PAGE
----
Effect of Saponins on Palatability of Alfalfa to Meadow Voles1
- W. A. Kendall and
- K. T. Leath2
Forage constituents that effect the plant palatability are one of many factors that control animal intake. Saponins are biologically active compounds that occur in alfalfa (Medicago sativa L.) in various concentrations and may affect palatability. The purpose of this research was to evaluate the role of saponins in palatability. The meadow vole (Microtus pennsylvanicus) was used to test palatability because its small size and ready acceptance of forage permitted the assay of small amounts of forge and extracted saponins.
Meals from alfalfas selected for high- or low-saponin content with the Trichoderma viride Pers. ex Fr. or hemolysis bioassays were compared for palatability using meadow voles. The voles were fed a commercial mouse food ad libitum and offered a choice of the commercial food or test diet for 30 min at 0800 and 1600 daily. Saponin activity of the meals was evaluated with the T. viride bioassay. Purified saponin mixtures from ‘DuPuits’ and ‘Lahontan’ alfalfa and quinine sulphate were evaluated at various concentrations for palatability to voles.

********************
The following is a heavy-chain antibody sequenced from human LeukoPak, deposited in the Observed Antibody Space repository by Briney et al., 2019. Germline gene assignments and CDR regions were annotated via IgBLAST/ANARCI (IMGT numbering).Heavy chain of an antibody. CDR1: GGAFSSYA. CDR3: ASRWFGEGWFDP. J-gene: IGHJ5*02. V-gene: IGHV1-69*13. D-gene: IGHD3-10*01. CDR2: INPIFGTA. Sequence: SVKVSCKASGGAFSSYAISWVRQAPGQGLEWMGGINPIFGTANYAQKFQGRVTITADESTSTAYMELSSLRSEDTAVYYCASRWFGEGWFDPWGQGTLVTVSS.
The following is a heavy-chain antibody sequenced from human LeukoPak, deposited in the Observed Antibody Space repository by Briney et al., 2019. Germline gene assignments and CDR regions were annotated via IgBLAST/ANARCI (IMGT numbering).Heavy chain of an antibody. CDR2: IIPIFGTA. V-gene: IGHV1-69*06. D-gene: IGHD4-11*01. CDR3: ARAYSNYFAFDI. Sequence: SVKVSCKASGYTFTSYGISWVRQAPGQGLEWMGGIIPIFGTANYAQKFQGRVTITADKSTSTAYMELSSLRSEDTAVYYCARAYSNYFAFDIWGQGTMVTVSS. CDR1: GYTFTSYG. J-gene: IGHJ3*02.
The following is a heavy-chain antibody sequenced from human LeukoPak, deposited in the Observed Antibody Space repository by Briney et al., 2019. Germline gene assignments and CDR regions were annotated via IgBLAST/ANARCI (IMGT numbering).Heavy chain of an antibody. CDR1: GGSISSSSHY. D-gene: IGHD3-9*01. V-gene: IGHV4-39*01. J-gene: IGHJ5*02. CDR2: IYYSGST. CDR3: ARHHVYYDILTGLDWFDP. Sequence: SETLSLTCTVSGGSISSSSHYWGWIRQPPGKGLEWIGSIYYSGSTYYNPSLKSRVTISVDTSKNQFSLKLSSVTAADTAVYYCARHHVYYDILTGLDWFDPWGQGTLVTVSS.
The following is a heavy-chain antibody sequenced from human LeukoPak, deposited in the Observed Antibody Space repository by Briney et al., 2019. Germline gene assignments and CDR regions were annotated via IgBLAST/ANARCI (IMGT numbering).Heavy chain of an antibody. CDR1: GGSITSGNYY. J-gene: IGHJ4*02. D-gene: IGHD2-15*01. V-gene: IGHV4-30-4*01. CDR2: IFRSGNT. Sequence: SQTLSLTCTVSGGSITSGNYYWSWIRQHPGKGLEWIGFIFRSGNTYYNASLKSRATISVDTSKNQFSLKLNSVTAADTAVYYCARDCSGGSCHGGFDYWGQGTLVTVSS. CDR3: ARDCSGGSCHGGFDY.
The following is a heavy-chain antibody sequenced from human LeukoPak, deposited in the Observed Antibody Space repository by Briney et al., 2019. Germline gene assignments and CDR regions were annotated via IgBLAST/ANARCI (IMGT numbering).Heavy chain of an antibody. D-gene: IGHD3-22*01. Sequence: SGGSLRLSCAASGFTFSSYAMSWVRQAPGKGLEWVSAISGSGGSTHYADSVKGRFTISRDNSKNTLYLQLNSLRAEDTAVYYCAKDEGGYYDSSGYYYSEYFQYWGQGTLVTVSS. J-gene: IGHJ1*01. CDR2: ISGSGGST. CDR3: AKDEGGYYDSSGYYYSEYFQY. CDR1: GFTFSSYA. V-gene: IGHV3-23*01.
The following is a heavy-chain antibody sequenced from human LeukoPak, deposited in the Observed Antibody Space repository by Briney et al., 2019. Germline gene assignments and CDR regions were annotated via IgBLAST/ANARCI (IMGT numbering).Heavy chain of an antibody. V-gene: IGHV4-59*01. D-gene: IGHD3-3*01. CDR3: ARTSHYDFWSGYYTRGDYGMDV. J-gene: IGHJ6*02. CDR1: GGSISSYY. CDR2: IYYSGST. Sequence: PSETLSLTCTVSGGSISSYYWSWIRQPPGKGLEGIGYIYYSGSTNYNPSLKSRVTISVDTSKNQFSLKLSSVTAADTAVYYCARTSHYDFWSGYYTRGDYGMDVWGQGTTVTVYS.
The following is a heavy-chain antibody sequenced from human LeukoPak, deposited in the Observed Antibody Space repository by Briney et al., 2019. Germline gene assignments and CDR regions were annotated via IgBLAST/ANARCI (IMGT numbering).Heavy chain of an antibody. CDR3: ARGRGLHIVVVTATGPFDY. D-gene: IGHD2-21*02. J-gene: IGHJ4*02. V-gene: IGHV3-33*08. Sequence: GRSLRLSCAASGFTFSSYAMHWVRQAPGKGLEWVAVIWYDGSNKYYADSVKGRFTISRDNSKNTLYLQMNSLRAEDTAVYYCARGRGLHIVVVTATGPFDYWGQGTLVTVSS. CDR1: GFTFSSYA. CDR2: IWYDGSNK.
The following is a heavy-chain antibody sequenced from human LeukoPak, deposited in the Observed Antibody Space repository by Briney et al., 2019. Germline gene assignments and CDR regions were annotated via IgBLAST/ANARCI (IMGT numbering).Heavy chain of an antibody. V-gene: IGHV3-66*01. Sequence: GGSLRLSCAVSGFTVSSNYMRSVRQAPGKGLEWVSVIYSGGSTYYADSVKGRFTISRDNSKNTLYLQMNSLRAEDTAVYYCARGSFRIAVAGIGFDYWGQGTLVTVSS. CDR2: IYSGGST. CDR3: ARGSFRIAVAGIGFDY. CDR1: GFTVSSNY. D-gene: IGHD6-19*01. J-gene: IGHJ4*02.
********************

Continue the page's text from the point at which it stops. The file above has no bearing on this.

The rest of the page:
Meals of low-saponin lines of alfalfa were generally more palatable than their corresponding high-saponin lines except for selections of Lahontan which were both very palatable. The growth of T. viride was greatest on substrates with extracts of alfalfa meals that were most palatable to meadow voles. Purified saponins from Lahontan and DuPuits alfalfa reduced intake at a concentration of 4% of the diet. The palatability of 3% saponin from DuPuits in the diet was not increased by mixing with sucrose. Intake of quinine sulphate was inversely related to concentration, indicating that voles perceived the bitter substance.Please view the pdf by using the Full Text (PDF) link under 'View' to the left.
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